When Drake strutted into the ACC arena on August 1, dressed all in black with an OVO shirt and a beard, he wasn't just the biggest star onstage or even the biggest rapper in hip hop. Drake can legitimately claim to be the biggest star in music and so he invited the only others operating at his level this year.
As someone who's been a working journalist and video content creator for more than a decade, I want to take my storytelling to the next level, particularly when it comes to telling the stories of black women. I want to be someone who helps change the narrative. The 20th anniversary of the American Black Film Festival (ABFF) seemed like the right place to cultivate creative inspiration.
Rihanna was once the world's preeminent pop star. And yes, I use past tense. Despite having her hit "Work" firmly ensconced at number one for the past two months, a stat that ties her with the Beatles as second only to Mariah Carey for most weeks atop the Billboard Hot 100 chart, Rihanna has recently transcended pop stardom.
They were using their talents and resources to pursue their passions. We often celebrate young people (think Bill Gates for instance) for doing this in other businesses and personal pursuits, but it takes on a very different tone when young black men from stigmatized areas take an unconventional path and invest their energies into it.
Lamar blew audiences away with a politically-charged performance about race and police brutality.
Growing up in the hip-hop culture, I've battled with loving the music and hating some of the speech at the same time. Hip-hop heads who find themselves staring down the barrel of this conundrum, typically choose to embrace hip-hop while being extremely cognizant of its problematic nature. We're forced to view the music by its totality, and that's the mature way to not only view N.W.A. and Dr. Dre, but most human beings.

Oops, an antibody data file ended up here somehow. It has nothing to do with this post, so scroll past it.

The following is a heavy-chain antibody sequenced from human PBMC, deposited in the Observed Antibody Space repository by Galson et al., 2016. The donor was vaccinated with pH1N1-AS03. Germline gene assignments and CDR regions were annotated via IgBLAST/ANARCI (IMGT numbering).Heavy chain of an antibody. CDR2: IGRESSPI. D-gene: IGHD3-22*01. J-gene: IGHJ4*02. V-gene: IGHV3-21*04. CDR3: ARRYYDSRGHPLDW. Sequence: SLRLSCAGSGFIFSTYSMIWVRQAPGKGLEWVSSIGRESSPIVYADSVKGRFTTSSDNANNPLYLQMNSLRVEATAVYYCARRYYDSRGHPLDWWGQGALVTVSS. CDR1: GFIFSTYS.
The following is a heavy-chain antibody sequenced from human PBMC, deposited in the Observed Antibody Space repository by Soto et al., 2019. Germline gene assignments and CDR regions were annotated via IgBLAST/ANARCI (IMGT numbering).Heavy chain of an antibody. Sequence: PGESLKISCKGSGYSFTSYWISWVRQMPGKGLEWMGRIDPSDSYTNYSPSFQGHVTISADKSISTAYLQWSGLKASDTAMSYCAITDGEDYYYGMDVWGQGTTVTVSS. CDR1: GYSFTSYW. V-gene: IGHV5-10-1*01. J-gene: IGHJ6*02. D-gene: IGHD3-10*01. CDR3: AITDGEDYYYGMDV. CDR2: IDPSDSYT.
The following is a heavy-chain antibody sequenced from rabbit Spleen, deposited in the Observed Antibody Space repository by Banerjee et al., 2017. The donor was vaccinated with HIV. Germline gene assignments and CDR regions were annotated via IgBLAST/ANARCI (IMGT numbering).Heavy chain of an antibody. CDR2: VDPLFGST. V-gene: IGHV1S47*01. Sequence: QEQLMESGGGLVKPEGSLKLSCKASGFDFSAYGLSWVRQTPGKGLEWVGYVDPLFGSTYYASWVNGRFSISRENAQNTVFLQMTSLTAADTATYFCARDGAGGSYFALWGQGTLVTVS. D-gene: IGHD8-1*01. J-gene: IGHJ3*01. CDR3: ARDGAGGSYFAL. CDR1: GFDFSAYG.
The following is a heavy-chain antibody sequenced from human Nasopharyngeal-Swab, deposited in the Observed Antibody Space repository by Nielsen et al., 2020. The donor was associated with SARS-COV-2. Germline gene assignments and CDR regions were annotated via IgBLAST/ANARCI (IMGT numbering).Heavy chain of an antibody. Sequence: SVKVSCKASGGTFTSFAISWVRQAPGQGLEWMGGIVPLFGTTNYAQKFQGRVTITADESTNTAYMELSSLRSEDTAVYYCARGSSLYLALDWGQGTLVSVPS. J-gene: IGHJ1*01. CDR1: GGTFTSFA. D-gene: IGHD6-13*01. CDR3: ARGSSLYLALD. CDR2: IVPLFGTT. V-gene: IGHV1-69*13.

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"By caring about something, even as simple as breakdancing, then a young person will start to see the relevance of things like school, work and their future."
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There should be no mistake, it's more embarrassing for an adult to not know Kanye at this point in time than it is for a teen to not know McCartney. White dominance of cultural norms is the only reason click-bait articles decrying the masses of 50-somethings who don't know who Kanye West is aren't being published.
Han Han doesn't enjoy performing her new album. "These songs are physically and mentally exhausting," she says. The emotional intensity on her self-titled debut album is palpable even to those of us who don't understand all the lyrics.
Toronto's nickname might be getting an update courtesy of its most famous rap export, Drake. The former Forest Hill resident is calling his next album "Views From The 6," Billboard Magazine has...
Just as Drake's last album, "Nothing Was The Same," made it onto the Polaris Prize short list, the Toronto rap superstar announced his new album would be called 'Views From The 6.' In a Billboard excl...
Today, Geno Sims is best known for co-managing artists A$AP Rocky, A$AP Ferg, and the rest of the A$AP Mob. Yet his story extends far beyond the one we know at this moment.
Juicy J @ YD Square "Ooh, titties," said Juicy J as a young, front-row audience member of his free Yonge-Dundas Square show pulled her shirt down revealing her bra and more than a little cleavage. Tha...
Fans of Drake's music will know he often raps about Houston too, and has a huge affinity for the city. He's reportedly recorded a lot of his music there. But this past weekend, his loyalties really seemed to blur a bit. Drake was rocking a Houston Astros MLB jersey at a game. Shouldn't he be doing that with the Toronto Blue Jays?